The State Board of Education is sending a message to textbook publishers: Don't promote one religion at the expense of others.
In a tough call, the Board adopted a resolution about just what part Islam should play in schools' textbooks .
In a process that drew national attention to the capital city, the members approved the religion resolution by a vote of 7-6 to create a "better balance" of religious teachings.
Four members of the Board have proposed this resolution to warn textbook publishers to speak of the world's major religions equally. In the resolution, they said textbooks favor Islam over Christianity.
The Board said those are just the examples highlighted, but other people who testified Friday said you shouldn't single out any religion and rather be balanced across the board.
"Embrace the notion of religious freedom, provide respect and dignity for all faiths for students and the world's religions, and would direct publishers to provide accurate an balanced portrayal of those religions," said Kathy Miller, with the Texas Freedom Network.
"If it's an example of bias that exists, it gives the Board an opportunity to send a message not only in that context but any other context of any other religions to not allow that to happen," said Jonathan Saenz, with the Liberty Institute.
The resolution said in textbooks, Islam is mentioned more than Christianity - favoring Islam while casting Christianity in a bad light.
The Texas Education Agency said the books looked at by the Board were phased out a decade ago.
By law, the board cannot include currently adopted textbooks in the resolution. To do that, it would have to be within 90 days of their adoption.
So, the past books are the most recent the Board had to go on. The Board said it just wants to make sure the unbalance doesn't happen again.
"In going forward, as the books might be developed and paid for in the future, insuring up front that some of these potential imbalances or potential biases are taken care of before they ever reach the textbook review stage at the end," said SBOE Chair Gail Lowe.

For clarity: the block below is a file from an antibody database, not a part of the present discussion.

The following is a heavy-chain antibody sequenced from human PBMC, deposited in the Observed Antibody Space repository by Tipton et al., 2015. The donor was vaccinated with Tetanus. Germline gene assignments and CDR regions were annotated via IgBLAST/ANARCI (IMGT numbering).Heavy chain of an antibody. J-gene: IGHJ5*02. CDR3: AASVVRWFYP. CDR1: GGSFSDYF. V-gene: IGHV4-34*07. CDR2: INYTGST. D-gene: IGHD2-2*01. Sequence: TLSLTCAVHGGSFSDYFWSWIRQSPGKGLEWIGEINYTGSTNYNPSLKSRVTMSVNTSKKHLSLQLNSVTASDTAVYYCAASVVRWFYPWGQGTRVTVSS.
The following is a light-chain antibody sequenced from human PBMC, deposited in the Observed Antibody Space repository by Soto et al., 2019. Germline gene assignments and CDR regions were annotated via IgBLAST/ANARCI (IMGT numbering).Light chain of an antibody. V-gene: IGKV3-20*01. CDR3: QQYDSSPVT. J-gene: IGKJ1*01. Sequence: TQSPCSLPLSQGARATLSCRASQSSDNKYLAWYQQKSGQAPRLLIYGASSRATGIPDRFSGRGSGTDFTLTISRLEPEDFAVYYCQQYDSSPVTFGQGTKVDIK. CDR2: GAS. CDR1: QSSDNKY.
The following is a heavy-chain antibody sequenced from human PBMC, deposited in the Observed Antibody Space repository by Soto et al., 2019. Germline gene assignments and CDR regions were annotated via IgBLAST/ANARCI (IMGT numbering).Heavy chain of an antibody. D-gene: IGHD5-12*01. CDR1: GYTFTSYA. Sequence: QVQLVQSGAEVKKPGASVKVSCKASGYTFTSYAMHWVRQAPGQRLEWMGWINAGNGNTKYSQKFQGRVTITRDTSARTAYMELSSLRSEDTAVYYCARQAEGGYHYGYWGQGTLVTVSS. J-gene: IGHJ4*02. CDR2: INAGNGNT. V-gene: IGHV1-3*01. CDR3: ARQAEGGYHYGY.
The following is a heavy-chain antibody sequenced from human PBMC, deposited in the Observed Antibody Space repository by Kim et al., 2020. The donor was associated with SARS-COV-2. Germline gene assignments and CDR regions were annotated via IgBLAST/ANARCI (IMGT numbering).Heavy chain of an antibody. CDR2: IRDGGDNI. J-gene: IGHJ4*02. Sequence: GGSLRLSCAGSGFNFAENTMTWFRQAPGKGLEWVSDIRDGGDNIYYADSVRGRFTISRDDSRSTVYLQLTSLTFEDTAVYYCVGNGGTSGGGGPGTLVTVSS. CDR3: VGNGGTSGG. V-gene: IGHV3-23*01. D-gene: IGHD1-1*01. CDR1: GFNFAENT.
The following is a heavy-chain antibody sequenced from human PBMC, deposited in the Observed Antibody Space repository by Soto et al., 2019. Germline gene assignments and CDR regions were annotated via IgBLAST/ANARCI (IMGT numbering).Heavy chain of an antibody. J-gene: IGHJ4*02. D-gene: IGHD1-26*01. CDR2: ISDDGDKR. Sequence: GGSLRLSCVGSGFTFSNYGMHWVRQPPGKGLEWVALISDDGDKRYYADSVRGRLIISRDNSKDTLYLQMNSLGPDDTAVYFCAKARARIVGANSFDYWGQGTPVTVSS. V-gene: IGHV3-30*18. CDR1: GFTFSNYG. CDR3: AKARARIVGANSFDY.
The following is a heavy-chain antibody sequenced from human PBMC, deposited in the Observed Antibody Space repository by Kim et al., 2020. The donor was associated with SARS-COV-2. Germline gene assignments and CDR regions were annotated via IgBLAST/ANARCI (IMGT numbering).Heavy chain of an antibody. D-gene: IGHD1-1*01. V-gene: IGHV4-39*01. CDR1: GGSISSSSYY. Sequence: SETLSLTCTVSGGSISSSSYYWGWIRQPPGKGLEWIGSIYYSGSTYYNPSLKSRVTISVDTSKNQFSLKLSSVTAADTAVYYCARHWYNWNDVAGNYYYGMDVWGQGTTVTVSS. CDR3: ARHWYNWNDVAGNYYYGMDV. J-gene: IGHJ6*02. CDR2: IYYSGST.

The board adopted new history and social studies textbooks earlier this spring.
The Board proposed the resolution , stating the following points:
- "Pro-Islamic/anti-Christian bias has tainted some past Texas Social Studies textbooks."
- "Pro-Islamic/anti-Christian half-truths, selective disinformation, and false editorial stereotypes still roil in some Social Studies textbooks nationwide."
- "More such discriminatory treatment of relation may occur as Middle Easterners buy into the U.S. public school textbook oligopoly, as they are now doing."
Citing a string of religious mentions in Texas textbooks in use from 1999-2003, the proposal cited the following:
- "World History: Patterns of Interaction (McDougal, 1999): The proposal said the book devoted "120 student text lines to Christian beliefs, practices, and holy writings, less than half its 248 on Islamic beliefs, practices, and holy writings." It also said the book "dwelled for 27 student text lines on Crusaders' massacres of Muslims at Jerusalem in 1099, while censoring Muslims' massacres of Christians there in 1244."
- World History: Connections to Today (Prentice, 1999): The proposal said "Christian beliefs, practices and holy writings received 82 student text lines of coverage, just over half of Islam's 159." It also stated, "Three passages charged medieval Christianity with sexism; one said the Church 'laid the foundations for anti-Semitism…It described Crusaders' massacres of European Jews but not the Muslim Tamberlan's massacre of perhaps 90,000 fellow Muslims at Baghdad in 1401, and of perhaps 100,000 Indian POWs at Delhi in 1398."
- World History: The Human Odyssey (West, 1999): The proposal said the book "devoted 176 student text lines to Islamic beliefs, practices, and holy writings but only 139 to Christian beliefs, practices, and holy writings." It furthered "that Islam 'brought untold wealth to thousands and a better life to millions,' but that 'because of [Europeans' Christian] religious zeal…many peoples died and many civilizations were destroyed' in the 1500s." Finally, the book contrasted "the Muslim concern with cleanliness" with the Swedish Rus, who were the "filthiest of God's creatures."
The Texas Education Agency noted that those references come from books phased out nearly 10 years before, or were never used in Texas.
Regarding the "Middle Easterners" buying into the U.S. textbook industry, the resolution only stated business between Dubai-based Istithmar World Capital and the Education Media and Publishing Ground. The Istithmar's website says:
- "In 2008, Istithmar World partnered with EMPG to create EMPGI, a joint venture to pursue education opportunities in emerging markets."